A man without a head, tightly wrapped in a rumpled trench coat waiting for a door to open.
The book’s cover, devoid of any colour, struck me.
It was immediately obvious to me that the image, so concise and essential, was the powerful visual synthesis of those pages which describe the uncanny events (which I knew well) of “The Homecoming” by Harold Pinter.
And so it was, that in the London bookstore, I momentarily put my beloved Pinter to the side to step over the threshold of such an evocative and refined cover and entered the world of Faber&Faber.
I would like to say, for those of you who like me, are not so familiar with works in their original language, that Faber&Faber is a real institution.
It is one of the world’s most important independent publishing houses: it has published the works of thirteen Nobel prize laureates – from TS Eliot (1948) to Kazuo Ishiguro (2017), from Samuel Beckett (1969) to Harold Pinter (2005) – as well as seven “Booker Prize” winners, the literary prize started in 1968 which every year is awarded to the best English language novel published in Great Britain.
This year Faber&Faber is celebrating its 90th birthday with the publication of “Faber & Faber: The Untold History of a Great Publishing House,” written by Toby Faber, grandson of that very Geoffrey Faber who in Bloomsbury in 1929, founded the publishing house almost by chance. The story of a family business which was founded during the Great Depression, and which has had the ability to maintain its independence even in the most difficult moments of its long life, surviving gloriously even during the lack of paper during the Second World War and the economic crisis during the 1970s.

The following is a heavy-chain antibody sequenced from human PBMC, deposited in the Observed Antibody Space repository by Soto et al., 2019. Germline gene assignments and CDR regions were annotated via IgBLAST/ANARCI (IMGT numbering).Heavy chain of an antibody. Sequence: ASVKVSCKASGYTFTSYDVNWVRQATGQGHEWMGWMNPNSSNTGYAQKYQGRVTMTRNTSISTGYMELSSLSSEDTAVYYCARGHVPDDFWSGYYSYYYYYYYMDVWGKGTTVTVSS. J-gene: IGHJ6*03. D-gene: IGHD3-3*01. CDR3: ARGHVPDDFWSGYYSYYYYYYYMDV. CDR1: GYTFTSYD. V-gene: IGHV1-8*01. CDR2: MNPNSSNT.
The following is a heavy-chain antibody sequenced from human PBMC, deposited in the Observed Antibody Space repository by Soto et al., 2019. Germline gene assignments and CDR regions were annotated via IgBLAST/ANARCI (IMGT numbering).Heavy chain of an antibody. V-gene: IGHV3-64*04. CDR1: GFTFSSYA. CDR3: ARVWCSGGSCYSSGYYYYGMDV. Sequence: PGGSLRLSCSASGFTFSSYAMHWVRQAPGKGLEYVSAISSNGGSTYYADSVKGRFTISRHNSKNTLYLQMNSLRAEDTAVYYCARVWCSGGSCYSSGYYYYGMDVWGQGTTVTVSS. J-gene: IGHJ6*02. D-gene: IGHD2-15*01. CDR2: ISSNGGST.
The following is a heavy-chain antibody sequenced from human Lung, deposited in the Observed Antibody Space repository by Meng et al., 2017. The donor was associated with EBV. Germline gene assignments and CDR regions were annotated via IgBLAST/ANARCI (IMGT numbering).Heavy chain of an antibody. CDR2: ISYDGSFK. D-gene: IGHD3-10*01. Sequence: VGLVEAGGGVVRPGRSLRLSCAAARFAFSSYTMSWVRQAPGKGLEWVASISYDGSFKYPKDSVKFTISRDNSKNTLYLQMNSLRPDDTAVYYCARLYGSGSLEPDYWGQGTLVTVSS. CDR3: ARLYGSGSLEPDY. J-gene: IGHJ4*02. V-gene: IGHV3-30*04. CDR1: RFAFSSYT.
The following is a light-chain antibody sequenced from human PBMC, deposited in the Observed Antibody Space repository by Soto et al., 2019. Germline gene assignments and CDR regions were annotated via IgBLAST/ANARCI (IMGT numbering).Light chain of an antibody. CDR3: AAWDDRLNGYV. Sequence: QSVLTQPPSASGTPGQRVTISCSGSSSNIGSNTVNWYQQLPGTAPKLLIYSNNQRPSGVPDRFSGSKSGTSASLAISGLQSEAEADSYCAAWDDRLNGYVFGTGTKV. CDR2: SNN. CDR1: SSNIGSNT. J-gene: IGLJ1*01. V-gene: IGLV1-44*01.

Drawing on letters, diaries and documents of the time , the author reveals the business’ successes and failures, its genius intuitions, and the untold stories behind some of the greatest literary works of the 20th century. It is not the monotonous chronicle of the ups and downs of a company which has been active for nearly a century, but an exciting account which explores the fears and hopes of the people who through time have made Faber&Faber what it is today.
I was forgetting to tell you that the image of that man without a head is by the great Polish artist Andrzej Klimowski who in 1980 began working for Faber&Faber and illustrated the covers of Harold Pinter’s works.